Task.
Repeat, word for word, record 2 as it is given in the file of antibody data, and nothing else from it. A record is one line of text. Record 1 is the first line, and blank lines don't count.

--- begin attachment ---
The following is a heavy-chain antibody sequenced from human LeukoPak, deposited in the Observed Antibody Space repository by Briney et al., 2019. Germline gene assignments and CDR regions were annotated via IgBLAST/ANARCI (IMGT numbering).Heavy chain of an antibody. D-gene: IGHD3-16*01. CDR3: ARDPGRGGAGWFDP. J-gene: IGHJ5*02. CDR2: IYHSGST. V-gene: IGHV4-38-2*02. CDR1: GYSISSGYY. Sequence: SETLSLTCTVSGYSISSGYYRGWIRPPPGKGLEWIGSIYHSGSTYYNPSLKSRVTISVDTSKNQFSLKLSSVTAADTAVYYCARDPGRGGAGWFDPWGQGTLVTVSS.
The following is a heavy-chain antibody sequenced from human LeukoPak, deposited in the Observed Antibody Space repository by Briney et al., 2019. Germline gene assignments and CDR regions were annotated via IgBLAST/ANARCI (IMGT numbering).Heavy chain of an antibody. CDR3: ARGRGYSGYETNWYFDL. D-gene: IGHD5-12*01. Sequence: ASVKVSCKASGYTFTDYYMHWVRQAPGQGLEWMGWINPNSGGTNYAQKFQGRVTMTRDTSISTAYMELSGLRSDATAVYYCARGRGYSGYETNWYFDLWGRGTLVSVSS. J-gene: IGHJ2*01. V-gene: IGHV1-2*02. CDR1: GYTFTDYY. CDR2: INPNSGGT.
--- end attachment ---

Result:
The following is a heavy-chain antibody sequenced from human LeukoPak, deposited in the Observed Antibody Space repository by Briney et al., 2019. Germline gene assignments and CDR regions were annotated via IgBLAST/ANARCI (IMGT numbering).Heavy chain of an antibody. CDR3: ARGRGYSGYETNWYFDL. D-gene: IGHD5-12*01. Sequence: ASVKVSCKASGYTFTDYYMHWVRQAPGQGLEWMGWINPNSGGTNYAQKFQGRVTMTRDTSISTAYMELSGLRSDATAVYYCARGRGYSGYETNWYFDLWGRGTLVSVSS. J-gene: IGHJ2*01. V-gene: IGHV1-2*02. CDR1: GYTFTDYY. CDR2: INPNSGGT.